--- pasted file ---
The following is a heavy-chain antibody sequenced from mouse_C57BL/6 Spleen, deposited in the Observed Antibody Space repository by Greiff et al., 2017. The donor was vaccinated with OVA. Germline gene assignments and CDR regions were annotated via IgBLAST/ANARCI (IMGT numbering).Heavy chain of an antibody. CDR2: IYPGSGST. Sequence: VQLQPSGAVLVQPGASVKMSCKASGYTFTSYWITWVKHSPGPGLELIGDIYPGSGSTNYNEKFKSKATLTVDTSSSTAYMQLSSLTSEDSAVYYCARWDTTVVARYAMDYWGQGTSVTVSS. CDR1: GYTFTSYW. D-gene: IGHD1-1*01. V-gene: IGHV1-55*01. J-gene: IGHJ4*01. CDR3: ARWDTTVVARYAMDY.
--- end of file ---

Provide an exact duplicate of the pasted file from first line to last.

The following is a heavy-chain antibody sequenced from mouse_C57BL/6 Spleen, deposited in the Observed Antibody Space repository by Greiff et al., 2017. The donor was vaccinated with OVA. Germline gene assignments and CDR regions were annotated via IgBLAST/ANARCI (IMGT numbering).Heavy chain of an antibody. CDR2: IYPGSGST. Sequence: VQLQPSGAVLVQPGASVKMSCKASGYTFTSYWITWVKHSPGPGLELIGDIYPGSGSTNYNEKFKSKATLTVDTSSSTAYMQLSSLTSEDSAVYYCARWDTTVVARYAMDYWGQGTSVTVSS. CDR1: GYTFTSYW. D-gene: IGHD1-1*01. V-gene: IGHV1-55*01. J-gene: IGHJ4*01. CDR3: ARWDTTVVARYAMDY.